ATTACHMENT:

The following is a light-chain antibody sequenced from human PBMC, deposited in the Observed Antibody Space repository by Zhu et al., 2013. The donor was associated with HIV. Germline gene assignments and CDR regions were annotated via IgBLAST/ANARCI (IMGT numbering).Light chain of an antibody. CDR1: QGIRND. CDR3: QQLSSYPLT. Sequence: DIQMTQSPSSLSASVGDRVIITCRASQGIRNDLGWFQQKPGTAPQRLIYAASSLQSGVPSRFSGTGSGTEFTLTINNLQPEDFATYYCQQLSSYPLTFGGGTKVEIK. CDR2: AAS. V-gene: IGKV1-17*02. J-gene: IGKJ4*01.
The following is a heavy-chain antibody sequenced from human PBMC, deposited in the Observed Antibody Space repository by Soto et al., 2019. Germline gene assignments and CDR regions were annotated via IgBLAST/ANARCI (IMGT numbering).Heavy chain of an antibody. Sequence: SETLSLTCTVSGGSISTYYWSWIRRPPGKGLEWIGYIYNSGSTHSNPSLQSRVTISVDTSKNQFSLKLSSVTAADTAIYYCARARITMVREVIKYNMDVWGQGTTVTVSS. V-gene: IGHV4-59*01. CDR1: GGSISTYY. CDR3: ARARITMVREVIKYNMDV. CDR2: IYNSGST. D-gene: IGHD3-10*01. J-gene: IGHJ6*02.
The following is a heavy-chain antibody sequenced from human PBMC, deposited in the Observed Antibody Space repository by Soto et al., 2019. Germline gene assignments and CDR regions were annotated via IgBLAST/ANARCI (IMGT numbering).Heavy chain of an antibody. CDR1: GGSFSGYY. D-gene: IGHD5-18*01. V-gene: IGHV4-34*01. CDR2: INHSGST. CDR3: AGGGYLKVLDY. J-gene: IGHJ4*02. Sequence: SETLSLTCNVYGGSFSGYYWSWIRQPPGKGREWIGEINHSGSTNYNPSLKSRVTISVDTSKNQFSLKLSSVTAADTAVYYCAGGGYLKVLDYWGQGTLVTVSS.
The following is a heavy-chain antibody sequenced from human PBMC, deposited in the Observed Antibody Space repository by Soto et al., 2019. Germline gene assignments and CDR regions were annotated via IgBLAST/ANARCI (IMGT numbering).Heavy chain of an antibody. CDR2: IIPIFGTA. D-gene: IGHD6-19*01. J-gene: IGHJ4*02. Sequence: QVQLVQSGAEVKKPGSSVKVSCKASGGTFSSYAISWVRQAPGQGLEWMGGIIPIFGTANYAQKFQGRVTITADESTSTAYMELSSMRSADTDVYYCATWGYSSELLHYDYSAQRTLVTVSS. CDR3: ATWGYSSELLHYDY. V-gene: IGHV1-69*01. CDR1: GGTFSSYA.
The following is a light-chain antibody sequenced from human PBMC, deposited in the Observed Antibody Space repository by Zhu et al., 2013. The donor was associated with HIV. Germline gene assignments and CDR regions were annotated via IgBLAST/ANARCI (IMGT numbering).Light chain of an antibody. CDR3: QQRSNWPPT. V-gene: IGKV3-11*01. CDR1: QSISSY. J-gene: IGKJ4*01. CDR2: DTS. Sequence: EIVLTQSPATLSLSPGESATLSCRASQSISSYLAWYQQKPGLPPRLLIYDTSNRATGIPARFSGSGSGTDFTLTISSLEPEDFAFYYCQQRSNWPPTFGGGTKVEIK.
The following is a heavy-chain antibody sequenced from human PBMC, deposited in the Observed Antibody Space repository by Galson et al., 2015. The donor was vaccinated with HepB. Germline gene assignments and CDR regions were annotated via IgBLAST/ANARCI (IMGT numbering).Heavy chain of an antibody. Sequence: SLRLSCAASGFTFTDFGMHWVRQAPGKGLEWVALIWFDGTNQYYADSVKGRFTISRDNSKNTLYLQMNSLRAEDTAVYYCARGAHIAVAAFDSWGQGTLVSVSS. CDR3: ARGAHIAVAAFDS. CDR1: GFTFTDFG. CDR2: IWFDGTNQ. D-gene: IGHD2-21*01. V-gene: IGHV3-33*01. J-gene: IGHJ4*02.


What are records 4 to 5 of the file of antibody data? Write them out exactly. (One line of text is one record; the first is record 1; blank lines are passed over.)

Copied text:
The following is a heavy-chain antibody sequenced from human PBMC, deposited in the Observed Antibody Space repository by Soto et al., 2019. Germline gene assignments and CDR regions were annotated via IgBLAST/ANARCI (IMGT numbering).Heavy chain of an antibody. CDR2: IIPIFGTA. D-gene: IGHD6-19*01. J-gene: IGHJ4*02. Sequence: QVQLVQSGAEVKKPGSSVKVSCKASGGTFSSYAISWVRQAPGQGLEWMGGIIPIFGTANYAQKFQGRVTITADESTSTAYMELSSMRSADTDVYYCATWGYSSELLHYDYSAQRTLVTVSS. CDR3: ATWGYSSELLHYDY. V-gene: IGHV1-69*01. CDR1: GGTFSSYA.
The following is a light-chain antibody sequenced from human PBMC, deposited in the Observed Antibody Space repository by Zhu et al., 2013. The donor was associated with HIV. Germline gene assignments and CDR regions were annotated via IgBLAST/ANARCI (IMGT numbering).Light chain of an antibody. CDR3: QQRSNWPPT. V-gene: IGKV3-11*01. CDR1: QSISSY. J-gene: IGKJ4*01. CDR2: DTS. Sequence: EIVLTQSPATLSLSPGESATLSCRASQSISSYLAWYQQKPGLPPRLLIYDTSNRATGIPARFSGSGSGTDFTLTISSLEPEDFAFYYCQQRSNWPPTFGGGTKVEIK.